Bradley & Co. Ltd

Mount Pleasant, Bilston

2.  The Company's Early Range of Goods

These illustrations show something of the type and range of goods the company was producing, not all of them perhaps from the very beginning.  The illustrations are taken from two catalogues issued by the company, neither of which is dated.  But they seem to be of similar date.  Since both make reference to the company's separate catalogue of art metalware they are probably post 1903; and they both have the appearance of being pre-1914.    No all the products listed in the catalogue are shown here but the main categories and some others are covered.

The goods tell us not only what Bradley's were making but also tell us something of life at the time.

The catalogues start with buckets, so we might as well.  There are about 15 different buckets listed, differing in weight, size and construction; and most of them are available in a range of sizes too.  They are all described as galvanised.

This one is called the Contractor's Bucket and is particularly heavily made.  There are also buckets named as ship's buckets, milk buckets and soap or lard buckets (whatever they are).  They all look pretty similar to the untrained eye.

There are three sorts of fire buckets.  This one has a rounded base with a rounded bar at the bottom: "This bucket cannot be used for ordinary purposes owing to the shape of the bottom". 

At least this reminds us that by this time, thanks to sheet metal, buckets were plentiful.  In medieval and later times they had been surprisingly rare - and fire fighting was much hampered by lack of them.

This is a milk bucket.  It would have replaced the traditional staved, wooden milking pail.
And this is a well bucket.  There are different stories as to the reason for its design.  Some say that it prevented the bucket getting trapped when thrown into the well; others say it made the bucket easier to fill when it reached the water.  Perhaps it did both.  Bradley's do not explain.  They were not the only makers of this design.

There are a couple of beer or water cans.  This one is the Irish half covered beer can. 
This is the galvanised bungalow bath "specially designed for small villa or cottage property as an efficient substitute for a fixed bath".  This is the tapered pattern; there is also an equal-ended pattern.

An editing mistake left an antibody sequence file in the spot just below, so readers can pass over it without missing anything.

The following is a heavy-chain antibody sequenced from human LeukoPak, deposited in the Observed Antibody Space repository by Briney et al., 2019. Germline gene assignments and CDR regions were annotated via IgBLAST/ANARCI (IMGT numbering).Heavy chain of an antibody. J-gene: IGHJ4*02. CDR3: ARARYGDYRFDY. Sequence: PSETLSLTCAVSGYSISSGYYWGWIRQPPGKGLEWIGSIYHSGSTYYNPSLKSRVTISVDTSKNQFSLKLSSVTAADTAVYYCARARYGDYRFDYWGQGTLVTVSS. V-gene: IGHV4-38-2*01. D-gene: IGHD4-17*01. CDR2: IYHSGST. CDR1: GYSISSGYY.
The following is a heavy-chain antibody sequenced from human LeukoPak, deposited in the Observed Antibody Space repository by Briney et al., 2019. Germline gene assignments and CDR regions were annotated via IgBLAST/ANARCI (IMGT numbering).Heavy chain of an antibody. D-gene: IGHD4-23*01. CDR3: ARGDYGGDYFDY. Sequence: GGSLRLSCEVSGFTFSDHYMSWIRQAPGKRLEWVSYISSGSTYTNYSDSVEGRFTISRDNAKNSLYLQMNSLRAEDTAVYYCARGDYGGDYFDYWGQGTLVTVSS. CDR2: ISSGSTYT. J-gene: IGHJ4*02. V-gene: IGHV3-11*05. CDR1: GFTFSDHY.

And these are oval baths.  "A nest of Beldray baths in your show room will assist your salesmen to ensure increased turnover in this live selling line". 

At this time most people did not have fixed baths and many a house and cottage had "tin baths" hanging up on a wall outside, to be taken inside when needed.

Among the coal scoops are a kitchen scoop and this London scoop, presumably intended for a living room.  The Victorians were much concerned with the design of coal scuttles for living rooms and produced some every elaborate ones.  Bradley's version makes a rather minimal style statement - but it is available either galvanised or japanned black.

This is an example of a Waterloo coal scoop, of which Bradley's offered four designs, all pretty similar - and all pretty much like other company's Waterloo scoops.  Bradley's were making Waterloo scoops at least until the 1930s - as you can see elsewhere on these pages.
Coal was a fairly expensive commodity and a grate would need emptying and cleaning at least once a day.  So this is a cinder sifter with a built in riddle which enabled you to sift the clinker from the ash and re-use the clinker by mixing it with fresh coal; and then carry the ash outside for use on paths or for soil improvement. 

Note that the label shown would be a paper label.  Bradley's do not seem to have impressed "Beldray" on their galvanised  and japanned goods at this time.